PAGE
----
As for the use of 3D, it tended toward a sense of depth. We get occasional “in your face” elements – like a large bee that flies at the camera – but usually the film opted for a more natural sensibility. It succeeds in that regard, as the movie takes advantage of the added dimensionality of the format while it avoids an annoying gimmicky feel. This becomes a satisfying 3D rendition.
A featurette called New Zealand: Home of Middle-earth, Part 2 runs seven minutes, 11 seconds and provides notes from supervising location manager Jared Connon, DP Andrew Lesnie, producer/director/co-writer Peter Jackson and actors William Kircher, Stephen Hunter, Martin Freeman, Adam Brown, Mark Hadlow, Graham McTavish, Richard Armitage, Peter Hambleton, Jed Brophy, Mikael Persbrandt, Dean O’Gorman, Ian McKellen, Luke Evans, and Evangeline Lilly. Like “Part 1”, the program gives us some info about the sets and locations used for the film. Also like its predecessor, this comes across like a promo from the New Zealand Board of Tourism, but it still manifests a few good nuggets.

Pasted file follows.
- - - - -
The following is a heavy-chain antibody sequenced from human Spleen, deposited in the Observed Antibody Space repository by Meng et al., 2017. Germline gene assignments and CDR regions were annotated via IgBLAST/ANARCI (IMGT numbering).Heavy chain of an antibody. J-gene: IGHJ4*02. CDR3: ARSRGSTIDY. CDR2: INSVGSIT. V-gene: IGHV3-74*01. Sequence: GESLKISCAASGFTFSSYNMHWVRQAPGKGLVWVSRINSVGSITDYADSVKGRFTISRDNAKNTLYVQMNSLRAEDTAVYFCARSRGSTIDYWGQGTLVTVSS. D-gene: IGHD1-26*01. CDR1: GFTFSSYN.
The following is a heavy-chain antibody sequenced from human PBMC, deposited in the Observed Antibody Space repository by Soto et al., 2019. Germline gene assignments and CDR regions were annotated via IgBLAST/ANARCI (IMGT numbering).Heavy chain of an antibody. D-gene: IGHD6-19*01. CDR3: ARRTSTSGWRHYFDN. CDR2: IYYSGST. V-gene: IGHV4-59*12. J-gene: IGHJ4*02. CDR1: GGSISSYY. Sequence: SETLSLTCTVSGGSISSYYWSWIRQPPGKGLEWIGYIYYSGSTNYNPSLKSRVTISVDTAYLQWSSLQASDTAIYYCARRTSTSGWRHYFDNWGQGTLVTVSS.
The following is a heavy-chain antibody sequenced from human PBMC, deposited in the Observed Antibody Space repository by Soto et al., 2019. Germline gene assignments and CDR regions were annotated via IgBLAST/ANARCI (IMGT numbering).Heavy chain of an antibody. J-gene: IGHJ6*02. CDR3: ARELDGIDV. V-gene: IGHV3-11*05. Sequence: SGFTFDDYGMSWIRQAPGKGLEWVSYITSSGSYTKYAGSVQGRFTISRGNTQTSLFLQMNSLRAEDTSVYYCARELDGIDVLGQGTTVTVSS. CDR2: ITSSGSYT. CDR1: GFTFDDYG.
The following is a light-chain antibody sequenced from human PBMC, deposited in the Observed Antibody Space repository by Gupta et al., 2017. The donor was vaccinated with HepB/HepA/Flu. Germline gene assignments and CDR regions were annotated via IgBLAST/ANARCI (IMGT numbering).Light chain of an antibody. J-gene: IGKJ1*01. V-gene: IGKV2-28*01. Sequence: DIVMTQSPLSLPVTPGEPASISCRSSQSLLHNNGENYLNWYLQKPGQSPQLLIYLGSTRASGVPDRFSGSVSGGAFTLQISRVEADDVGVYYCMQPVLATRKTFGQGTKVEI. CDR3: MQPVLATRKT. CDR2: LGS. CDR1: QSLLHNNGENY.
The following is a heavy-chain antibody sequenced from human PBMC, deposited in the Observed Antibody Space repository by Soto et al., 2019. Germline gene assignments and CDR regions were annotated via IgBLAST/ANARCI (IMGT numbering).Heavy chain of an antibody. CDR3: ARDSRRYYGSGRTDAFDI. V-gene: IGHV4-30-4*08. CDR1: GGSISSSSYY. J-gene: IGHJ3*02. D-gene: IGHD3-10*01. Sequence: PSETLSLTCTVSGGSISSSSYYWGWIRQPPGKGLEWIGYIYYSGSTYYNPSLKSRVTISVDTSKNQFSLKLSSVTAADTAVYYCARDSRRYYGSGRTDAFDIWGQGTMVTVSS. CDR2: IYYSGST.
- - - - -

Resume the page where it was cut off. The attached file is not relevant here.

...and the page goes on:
A collection of clips called Peter Jackson Invites You to the Set fill a total of 40 minutes, 36 seconds. In these, we get comments from Brown, Kircher, McTavish, Persbrandt, Brophy, Freeman, O’Gorman, Hadlow, Evans, Hunter, Jackson, 2nd 2nd AD Byron Darling, art director Brad Mill, production designer Dan Hennah, senior prosthetic makeup artist Katy Fray, script supervisor Victoria Sullivan, picture doubles Simon Smith and Hayden Weal, key grip Tony Keddy, gaffer Reg Garside, dolly grip Dave Shaw, conceptual designers Alan Lee and John Howe, Weta Workshop creative director Richard Taylor, editor Jabez Olssen, caterers Jessie Malchik and Zach Farnes, NZ casting director Miranda Rivers, grip Conrad Hawkins, visual effects supervisor Eric Saindon, 3D camera supervisor Gareth Daley, lead data wrangler Siobhan Durkin, craft service’s Samuel Page, Weta Workshop supervisor Rob Gillies, Weta Workshop technician John Harding, stunt performers Patrick Morrison and Tom Cotton, production manager Brigitte Yorke, construction manager Colin Davidson, and actors Stephen Fry, Orlando Bloom, Lee Pace, John Bell, and John Callen.